Books and Technology – E-reading and the strange case of Africa

The following is a repost from Smart Monkey TV

ImageSmart Monkey says:

Reading e-books has become more or less mainstream in many parts of the developed world. What appears to be a change spurred by technology is actually probably as much a cultural shift. It’s actually easier in many circumstances to read using an e-reader than to carry a print book. But this cultural change may also begin to challenge long held perceptions about reading in developing countries.

I’ve got a 100 Mb device with instant access and it uses pictures. What is it? A book. The current generation of e-reader devices have challenged this flip joke about print technology. Some of them can do sound and video while also being mainly lighter to carry around and in many cases, easier to use.Nico Macdonald, Chair of Media Futures describes in his video clip interview how several interesting things are happening. The sale of fiction e-Books has outstripped hardback sales of the same item and will in two years time probably outstrip paperback sales. The existence of e-books is unlikely to consign print and paper to the dustbin of history because some books do not lend themselves to e-book form (childrens’s pop-up books) and some people still like the physical print object, especially for high-end subjects like design.
For developing countries, e-books have until recently been something beyond their grasp. They rely on having reasonably good Internet access at an affordable price. But things have changed considerably… take the case of the African content. Whereas ten years ago, there were no international and national fibre cables, they are now more plentiful and there is wider Internet access on mobile phones at increasingly affordable prices. But the long-accepted wisdom – oft-repeated by private sector managers, NGO people and Africans themselves – is that these are oral cultures and there is not much reading. Looking at the few local bookshops you’d be forced to agree. Each seems to have what seems like a disproportionate number of self-help and religious books. These are combined in titles like Prayer Thoughts for the Successful. Local literary cultures are in the main tiny and not very high profile. It is rare (in my 12 year experience) to meet educated Africans who discuss books.One of the problems according to Nigerian author Adaobi Tricia Nwabani (I Do Not Come To You By Chance) is the same as for many francophone African films. There is a high-end fiction that does well overseas but is hardly ever read at home. She believes that there needs to be a Nollywood version of fiction that tackles every day life in the countries that Africans live in rather things that tackle the past.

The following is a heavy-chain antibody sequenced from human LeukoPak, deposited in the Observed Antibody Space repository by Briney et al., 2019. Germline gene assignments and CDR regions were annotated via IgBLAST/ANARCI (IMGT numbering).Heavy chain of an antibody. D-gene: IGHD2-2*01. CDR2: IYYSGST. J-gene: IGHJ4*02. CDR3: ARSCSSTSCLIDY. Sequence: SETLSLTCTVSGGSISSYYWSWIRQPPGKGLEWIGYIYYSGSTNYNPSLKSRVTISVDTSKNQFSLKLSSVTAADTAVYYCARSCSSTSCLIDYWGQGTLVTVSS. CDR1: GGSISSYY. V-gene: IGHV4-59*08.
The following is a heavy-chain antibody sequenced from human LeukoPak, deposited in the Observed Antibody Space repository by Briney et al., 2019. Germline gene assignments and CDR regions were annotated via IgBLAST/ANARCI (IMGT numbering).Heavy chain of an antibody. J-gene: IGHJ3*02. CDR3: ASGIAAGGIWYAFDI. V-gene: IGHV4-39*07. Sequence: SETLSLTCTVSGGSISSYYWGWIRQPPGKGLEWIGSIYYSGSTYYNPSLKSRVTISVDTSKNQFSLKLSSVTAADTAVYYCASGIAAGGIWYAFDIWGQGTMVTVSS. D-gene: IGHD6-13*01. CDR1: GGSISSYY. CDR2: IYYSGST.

This is the counter-narrative to the idea that Africans don’t read. Give people stories they can identify with and get them distributed more easily and things will change. This counter-view is borne out by the experience of biNu. What, I hear you ask, is biNu? It’s an iPhone/Android-style browser that you can use on a cheaper featurephone. biNu went into partnership with World Reader (who put Kindles into schools in Africa) to deliver books on to mobile phones through its browser. In a very short period of time, it has got 0.5 million book readers on mobile phones, 42% of which are in Nigeria. Among the books that are most popular are the less literary Harlequin/Mills and Boon romance titles. However, among the most used search terms is the title of Chinua Achebe’s Things Fall Apart, which is probably a schools text.
Another piece of evidence in this jigsaw is the work of Bozzathat provides a mobile platform that encourages Africans in townships and slums to write, make films and music and distribute them on the Bozza platform. It has 2,000 poetry contributors and 17,000 people reading this poetry. If someone in Europe got that many poetry readers, they would have thought they had died and gone to heaven. But this is the point that Nico Macdonald makes about e-books and reading cultures. It is not just a question of a technology change but whether we want a reading culture and of what kind. One e-book imprint from a traditional publisher has put together a title for poet T.S.Eliot’s The Wasteland which includes Fiona Shaw reading the poem and a copy of the poet’s annotated manuscript. So maybe e-books can both help us share different reading experiences and create reading cultures where they didn’t seem to exist before.

Culture and Travel and Life’s Technology are features on Smart Monkey TV. To see all the subject areas we feature, go to our beta website: www.smartmonkeytv.com

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